When the St. Petersburg City Council hears from the public tonight about dramatic new ideas for the Pier, the challenge will be to keep the discussion moving forward. After two years of public debate, council members should create a clear path to a new vision and not rehash old arguments.
Designs recently offered by city consultant Luis Ajamil and local developer Darryl LeClair underscore the conclusions of a citizen task force that spent 18 months studying the Pier and offered four design ideas. The demolition of the money-losing inverted pyramid will give the city an opportunity to build a new destination that better suits the interests and needs of today's residents and tourists.
The designs — all provocative and potentially iconic — contemplate everything from a carousel and splash pad to an elevated boardwalk that winds all the way to Vinoy Park and a 5,000-seat open-air theater jutting out over the water. Ultimately, though, the designs beg for direction and highlight a key stumbling block. The council — despite commissioning a thorough study that cost taxpayers close to $250,000 — has yet to commit to what it wants six months after it voted to demolish the pyramid.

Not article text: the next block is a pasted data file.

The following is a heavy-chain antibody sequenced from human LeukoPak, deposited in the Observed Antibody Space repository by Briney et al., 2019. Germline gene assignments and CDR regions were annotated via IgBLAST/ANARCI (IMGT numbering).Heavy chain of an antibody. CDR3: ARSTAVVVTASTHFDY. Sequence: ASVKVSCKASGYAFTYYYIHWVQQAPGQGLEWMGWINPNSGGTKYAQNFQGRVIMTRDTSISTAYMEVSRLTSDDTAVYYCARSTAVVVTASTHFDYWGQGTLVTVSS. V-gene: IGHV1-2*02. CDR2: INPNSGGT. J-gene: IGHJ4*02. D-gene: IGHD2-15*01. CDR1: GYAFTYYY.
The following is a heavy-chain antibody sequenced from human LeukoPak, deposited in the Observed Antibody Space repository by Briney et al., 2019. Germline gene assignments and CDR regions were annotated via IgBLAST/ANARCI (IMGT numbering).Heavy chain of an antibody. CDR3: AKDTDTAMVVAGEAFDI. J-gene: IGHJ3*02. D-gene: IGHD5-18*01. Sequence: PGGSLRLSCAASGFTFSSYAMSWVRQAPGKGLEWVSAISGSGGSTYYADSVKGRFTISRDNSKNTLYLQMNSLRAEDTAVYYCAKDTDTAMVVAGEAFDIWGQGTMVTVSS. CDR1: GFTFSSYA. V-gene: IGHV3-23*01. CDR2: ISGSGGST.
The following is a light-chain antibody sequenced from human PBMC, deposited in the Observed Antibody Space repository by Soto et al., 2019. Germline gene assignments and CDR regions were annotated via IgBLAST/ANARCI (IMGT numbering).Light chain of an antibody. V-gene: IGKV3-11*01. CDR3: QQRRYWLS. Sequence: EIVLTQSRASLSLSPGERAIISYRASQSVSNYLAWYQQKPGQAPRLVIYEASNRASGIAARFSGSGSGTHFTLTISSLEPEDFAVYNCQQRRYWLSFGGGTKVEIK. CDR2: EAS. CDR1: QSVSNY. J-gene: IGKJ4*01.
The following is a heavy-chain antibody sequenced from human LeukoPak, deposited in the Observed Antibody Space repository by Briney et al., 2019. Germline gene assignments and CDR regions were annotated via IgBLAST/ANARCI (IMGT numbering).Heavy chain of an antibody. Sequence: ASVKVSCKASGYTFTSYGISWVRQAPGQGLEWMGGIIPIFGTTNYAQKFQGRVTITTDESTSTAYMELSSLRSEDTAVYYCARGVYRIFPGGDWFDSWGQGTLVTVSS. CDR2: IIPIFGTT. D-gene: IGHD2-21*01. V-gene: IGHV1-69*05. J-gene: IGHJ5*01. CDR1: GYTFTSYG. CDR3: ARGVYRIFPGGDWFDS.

Does the council want retail? Restaurants? Entertainment? Meeting space? Is it committed to also using the land adjacent to the Pier to better draw pedestrians from downtown? Does it want to shorten the Pier's 1,000-foot approach? How much is the council willing to spend beyond the $50 million Pinellas County has earmarked from property taxes? And is the city really interested in some of the more elaborate ideas — such as expanding Spa Beach or the width of the Pier — that would require extensive environmental permitting?
The council is contemplating an international design competition, but it should embrace a clear vision and reasonable time line. Failing to do so will further confuse the discussion and delay progress.
Already, the lack of momentum over the past six months has given advocates of saving the moribund pyramid more hope of thwarting good public policy. They are gathering voter signatures to force a citywide vote later this year to save the building from demolition.
The council's decision to tear down the Pier and start over was the right one. The faded attraction has been losing tenants and visitors for years and costs the city about $2 million annually in operational and maintenance subsidies.
It is time to move forward. The council needs to decide what it wants and go after it.